New Labour swallowed the New Right notion that business does best when least regulated. And that new wealth is only created when the profit motive applies. The state is always bad, private enterprise is almost always good and should be defended from “red tape” and burdensome regulations.
This is the mentality that allows Apple, Amazon and Google to feel good about using devious but legal methods to avoid paying their fair share of tax. Tax is bad, so rich people avoid it is no worse than rich people securing better medical care for themselves and better education for their children. Besides, economic orthodoxy says that they are doing best for everyone if they pursue their own selfish interests. An “Invisible Hand” will take care of it all.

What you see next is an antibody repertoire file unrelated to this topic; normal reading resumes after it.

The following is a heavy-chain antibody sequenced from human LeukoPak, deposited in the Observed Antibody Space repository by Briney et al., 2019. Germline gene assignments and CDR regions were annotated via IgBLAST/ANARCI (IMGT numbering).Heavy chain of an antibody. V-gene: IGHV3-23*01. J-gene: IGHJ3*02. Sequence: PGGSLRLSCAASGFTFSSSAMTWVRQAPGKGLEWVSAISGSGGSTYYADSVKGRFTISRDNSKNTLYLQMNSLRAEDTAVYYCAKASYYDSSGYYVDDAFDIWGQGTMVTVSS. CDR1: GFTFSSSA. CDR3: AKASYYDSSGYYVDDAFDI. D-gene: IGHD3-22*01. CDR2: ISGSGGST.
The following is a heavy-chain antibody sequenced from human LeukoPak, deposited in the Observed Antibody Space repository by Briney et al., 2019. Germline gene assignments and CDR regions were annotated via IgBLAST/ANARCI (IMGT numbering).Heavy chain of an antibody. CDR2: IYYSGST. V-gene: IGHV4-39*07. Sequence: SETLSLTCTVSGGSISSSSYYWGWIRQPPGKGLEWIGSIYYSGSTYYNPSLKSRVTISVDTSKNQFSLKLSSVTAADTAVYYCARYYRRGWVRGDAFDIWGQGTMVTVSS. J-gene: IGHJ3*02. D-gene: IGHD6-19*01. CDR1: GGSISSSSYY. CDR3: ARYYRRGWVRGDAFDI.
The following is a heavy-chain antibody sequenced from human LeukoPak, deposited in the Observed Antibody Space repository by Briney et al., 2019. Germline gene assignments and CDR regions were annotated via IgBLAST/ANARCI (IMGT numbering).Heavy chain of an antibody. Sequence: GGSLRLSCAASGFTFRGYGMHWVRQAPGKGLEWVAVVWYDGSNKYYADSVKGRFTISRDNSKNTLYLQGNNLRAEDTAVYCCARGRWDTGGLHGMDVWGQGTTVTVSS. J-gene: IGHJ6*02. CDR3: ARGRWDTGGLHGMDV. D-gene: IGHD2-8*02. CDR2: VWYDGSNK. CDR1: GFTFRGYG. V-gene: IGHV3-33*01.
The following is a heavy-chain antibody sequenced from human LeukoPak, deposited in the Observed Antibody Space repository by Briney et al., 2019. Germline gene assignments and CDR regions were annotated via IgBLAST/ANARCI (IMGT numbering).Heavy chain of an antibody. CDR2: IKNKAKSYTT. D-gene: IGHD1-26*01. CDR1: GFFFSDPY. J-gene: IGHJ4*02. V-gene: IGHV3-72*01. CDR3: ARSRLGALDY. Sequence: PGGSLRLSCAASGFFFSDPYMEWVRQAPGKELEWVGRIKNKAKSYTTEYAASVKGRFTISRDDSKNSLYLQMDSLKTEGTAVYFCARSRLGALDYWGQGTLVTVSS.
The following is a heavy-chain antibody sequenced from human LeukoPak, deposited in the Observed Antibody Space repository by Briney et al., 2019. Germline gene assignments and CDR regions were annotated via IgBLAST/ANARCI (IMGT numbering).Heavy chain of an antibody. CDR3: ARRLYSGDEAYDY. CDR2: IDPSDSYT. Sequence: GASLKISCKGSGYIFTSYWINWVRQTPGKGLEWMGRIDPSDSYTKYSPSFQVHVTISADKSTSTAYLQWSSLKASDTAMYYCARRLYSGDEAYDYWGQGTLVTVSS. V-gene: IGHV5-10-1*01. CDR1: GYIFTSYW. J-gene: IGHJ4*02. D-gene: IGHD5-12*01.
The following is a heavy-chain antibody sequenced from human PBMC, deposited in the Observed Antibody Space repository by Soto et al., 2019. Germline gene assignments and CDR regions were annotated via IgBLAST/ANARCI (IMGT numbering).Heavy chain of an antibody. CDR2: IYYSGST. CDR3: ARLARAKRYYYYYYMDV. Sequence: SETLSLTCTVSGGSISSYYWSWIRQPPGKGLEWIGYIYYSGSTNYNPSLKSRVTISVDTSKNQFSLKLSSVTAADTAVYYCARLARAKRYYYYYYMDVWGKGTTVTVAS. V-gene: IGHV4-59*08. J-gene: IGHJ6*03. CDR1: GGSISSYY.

This was the doctrine of Adam Smith, apparently dead in the 1940s to 1970s, revived in the 1980s. But though the Keynesian system was in trouble, the New Right cure produced no long-term gain, apart from an increase in the share of wealth taken by the very rich.
The highly successful methods applied in the 1940s to 1970s are denounced as “Corporatism”, when the aim is to move away from them. But also praised as “Capitalism”, to claim credit for their successes. The same is done with China’s post-Mao system, which is vastly more regulatory and interventionist than the West’s Corporatism ever was.
(You can get the hard facts from The World Economy: Historical Statistics by Angus Maddison. Also Kicking Away the Ladder , by Ha-Joon Chang. And a refutation of the Invisible Hand in Forecast: What Physics, Meteorology, and the Natural Sciences Can Teach Us About Economics, by Mark Buchanan You can also get a detailed study and refutation of Adam Smith’s ideas in my book, Adam Smith: Wealth without Nations. Surprisingly, this seems to be the only left-wing study of the man’s main work, at least in English.)